Friday, March 4, 2016

Are you a Retired Boomer with a Large Fixed Dollar Pension? One more Reason to Ignore Rule of Thumb Withdrawal Advice.

This is another in a continuing series of posts illustrating why it is important to develop a reasonable spending budget in retirement rather than simply relying on a Rule of Thumb (RoT) strategy to “tap your savings.”  The inspiration for this post is a recently released research report by Ameriprise which paints a fairly bright financial picture for retired Baby Boomers (at least based on the group they surveyed, which included individuals with at least $100,000 in investable assets). According to the report, the average pension received by those in the survey group who had already retired, was approximately $3,200 per month, or about $38,400 per year.  

The surveyed Boomers in Ameriprise’s report were aged 55 to 75 in November, 2015. While not a big deal, technically we Baby Boomers will reach ages 51 to 70 in 2016. But, the purpose of this post is not to nit-pick Ameriprise’s report. The purpose is to discuss how the existence of a large fixed dollar pension benefit in a retiree’s portfolio can affect how much should be withdrawn from the retiree’s accumulated savings.

If you are a retired Boomer (or you are a non-Boomer retiree) and you have a large fixed dollar pension (and/or large amounts of fixed dollar life annuities), well, hey, congratulations! It is certainly better to have large pension/annuities than small ones (or none), all things being equal. On the other hand, these fixed dollar pension/annuities are subject to inflation risk, and if you want your spending budget to remain constant in real dollar terms throughout your expected period of retirement, you will either need to save some of your pension, Social Security or some of your accumulated savings so that you can provide yourself with cost-of-living increases on your fixed dollar pension in your later years. The alternative is to spend all your income each year and live on fewer real dollars as you get older.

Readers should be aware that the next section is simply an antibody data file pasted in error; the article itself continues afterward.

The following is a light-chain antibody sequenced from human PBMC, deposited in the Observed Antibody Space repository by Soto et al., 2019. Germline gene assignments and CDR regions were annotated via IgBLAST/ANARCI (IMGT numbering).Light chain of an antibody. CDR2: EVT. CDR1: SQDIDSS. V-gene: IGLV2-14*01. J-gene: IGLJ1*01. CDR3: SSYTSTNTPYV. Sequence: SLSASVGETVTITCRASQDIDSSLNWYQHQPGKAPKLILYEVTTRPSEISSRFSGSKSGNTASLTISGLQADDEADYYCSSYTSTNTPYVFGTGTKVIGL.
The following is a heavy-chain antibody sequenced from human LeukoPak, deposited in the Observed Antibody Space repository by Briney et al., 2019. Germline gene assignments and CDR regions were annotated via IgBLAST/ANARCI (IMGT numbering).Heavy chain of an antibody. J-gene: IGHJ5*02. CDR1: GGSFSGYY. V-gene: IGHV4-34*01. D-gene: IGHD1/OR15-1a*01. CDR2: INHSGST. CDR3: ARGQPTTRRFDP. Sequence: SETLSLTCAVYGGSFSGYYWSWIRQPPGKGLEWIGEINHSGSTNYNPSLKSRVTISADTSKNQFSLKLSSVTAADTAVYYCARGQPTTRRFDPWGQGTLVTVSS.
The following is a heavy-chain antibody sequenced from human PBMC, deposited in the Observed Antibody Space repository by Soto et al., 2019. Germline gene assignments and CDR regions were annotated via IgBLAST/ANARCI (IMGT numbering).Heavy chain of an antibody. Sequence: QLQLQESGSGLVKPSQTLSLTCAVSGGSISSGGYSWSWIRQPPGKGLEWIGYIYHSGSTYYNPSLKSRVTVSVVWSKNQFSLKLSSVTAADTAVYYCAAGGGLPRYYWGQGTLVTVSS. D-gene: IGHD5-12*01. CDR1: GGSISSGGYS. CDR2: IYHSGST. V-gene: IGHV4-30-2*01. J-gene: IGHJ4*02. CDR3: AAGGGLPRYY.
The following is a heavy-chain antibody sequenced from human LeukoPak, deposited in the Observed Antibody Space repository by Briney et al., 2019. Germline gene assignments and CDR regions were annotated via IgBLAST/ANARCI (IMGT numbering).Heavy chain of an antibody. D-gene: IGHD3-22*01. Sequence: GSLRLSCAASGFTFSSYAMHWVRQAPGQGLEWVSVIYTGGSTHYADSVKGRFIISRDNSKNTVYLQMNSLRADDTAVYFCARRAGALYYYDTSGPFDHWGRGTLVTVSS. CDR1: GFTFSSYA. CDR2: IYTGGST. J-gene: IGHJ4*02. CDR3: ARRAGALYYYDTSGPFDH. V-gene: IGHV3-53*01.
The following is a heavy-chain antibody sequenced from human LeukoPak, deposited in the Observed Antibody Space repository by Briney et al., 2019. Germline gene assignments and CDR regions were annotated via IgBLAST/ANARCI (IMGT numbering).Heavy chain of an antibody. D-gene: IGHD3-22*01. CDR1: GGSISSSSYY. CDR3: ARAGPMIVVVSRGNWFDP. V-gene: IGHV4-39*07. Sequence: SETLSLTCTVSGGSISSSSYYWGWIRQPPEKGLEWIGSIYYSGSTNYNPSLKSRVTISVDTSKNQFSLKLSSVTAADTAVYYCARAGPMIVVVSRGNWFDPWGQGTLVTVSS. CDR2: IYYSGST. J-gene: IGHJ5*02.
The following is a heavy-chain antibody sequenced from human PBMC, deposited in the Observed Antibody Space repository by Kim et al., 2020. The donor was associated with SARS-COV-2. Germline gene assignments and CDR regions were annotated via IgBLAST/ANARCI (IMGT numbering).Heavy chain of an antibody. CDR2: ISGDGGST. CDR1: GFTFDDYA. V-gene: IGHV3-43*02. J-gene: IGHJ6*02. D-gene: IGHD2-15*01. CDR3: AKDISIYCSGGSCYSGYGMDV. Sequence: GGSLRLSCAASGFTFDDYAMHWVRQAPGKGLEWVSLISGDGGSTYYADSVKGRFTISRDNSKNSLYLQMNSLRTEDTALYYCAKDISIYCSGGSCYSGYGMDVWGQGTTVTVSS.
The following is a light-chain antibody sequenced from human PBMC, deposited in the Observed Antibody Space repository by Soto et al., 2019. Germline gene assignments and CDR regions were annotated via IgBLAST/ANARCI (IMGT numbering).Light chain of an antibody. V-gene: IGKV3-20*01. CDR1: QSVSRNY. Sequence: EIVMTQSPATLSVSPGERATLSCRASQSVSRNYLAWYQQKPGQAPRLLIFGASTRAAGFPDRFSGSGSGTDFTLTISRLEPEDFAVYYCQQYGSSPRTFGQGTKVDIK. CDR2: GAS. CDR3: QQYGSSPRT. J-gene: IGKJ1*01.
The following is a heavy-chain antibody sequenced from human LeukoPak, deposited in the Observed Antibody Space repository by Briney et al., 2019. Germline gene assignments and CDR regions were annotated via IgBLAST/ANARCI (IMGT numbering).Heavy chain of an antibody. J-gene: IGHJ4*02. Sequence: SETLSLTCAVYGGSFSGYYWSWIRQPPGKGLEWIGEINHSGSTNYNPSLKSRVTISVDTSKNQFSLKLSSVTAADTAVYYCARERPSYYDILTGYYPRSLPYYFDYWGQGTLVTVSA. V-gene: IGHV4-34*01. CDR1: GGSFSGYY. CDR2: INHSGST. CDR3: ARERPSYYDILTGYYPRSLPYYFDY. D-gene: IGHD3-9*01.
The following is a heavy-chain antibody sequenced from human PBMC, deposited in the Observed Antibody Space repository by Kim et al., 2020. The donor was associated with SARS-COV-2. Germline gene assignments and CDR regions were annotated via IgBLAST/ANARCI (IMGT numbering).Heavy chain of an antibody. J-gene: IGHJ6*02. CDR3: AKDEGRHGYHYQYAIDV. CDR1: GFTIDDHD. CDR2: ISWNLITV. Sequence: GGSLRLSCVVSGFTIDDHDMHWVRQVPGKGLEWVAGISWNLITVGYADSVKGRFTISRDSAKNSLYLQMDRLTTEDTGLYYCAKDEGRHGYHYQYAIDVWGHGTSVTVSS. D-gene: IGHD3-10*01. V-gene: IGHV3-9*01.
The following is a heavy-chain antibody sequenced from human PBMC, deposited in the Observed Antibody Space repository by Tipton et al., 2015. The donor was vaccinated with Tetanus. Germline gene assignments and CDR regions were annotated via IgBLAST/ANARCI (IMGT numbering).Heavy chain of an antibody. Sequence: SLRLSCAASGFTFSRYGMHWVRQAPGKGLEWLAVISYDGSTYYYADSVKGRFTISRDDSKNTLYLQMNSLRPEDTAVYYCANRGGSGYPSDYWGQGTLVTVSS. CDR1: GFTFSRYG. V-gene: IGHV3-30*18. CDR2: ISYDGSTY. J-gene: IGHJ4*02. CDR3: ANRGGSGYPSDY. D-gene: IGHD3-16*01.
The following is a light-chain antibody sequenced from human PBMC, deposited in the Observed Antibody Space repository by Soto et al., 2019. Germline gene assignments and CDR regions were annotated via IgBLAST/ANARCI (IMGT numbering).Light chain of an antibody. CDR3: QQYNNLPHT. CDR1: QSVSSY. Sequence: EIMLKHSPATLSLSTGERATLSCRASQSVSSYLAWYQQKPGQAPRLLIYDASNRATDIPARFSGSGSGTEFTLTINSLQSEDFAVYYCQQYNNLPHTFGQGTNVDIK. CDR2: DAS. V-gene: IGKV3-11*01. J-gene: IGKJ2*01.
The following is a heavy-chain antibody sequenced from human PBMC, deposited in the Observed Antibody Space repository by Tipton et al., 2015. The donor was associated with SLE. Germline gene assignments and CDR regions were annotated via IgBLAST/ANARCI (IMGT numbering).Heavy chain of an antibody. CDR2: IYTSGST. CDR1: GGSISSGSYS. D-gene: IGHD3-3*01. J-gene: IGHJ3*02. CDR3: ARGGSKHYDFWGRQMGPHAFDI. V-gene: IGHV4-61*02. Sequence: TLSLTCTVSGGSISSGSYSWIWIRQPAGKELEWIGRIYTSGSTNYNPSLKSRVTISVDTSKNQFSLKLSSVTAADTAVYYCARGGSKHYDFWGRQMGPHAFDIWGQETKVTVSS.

Let’s go to the Actuarial Budget Calculator for an example. Let’s assume Renee Retiree is 65 years old. Her Social Security benefit is $20,000 per year and her fixed dollar pension benefit is $40,000 per year. She also has accumulated savings (not dedicated for long-term care or unexpected expenses) of $300,000. She wants to leave $200,000 to her daughter upon her death. She also wants her spending budget to remain constant in real dollars as she ages.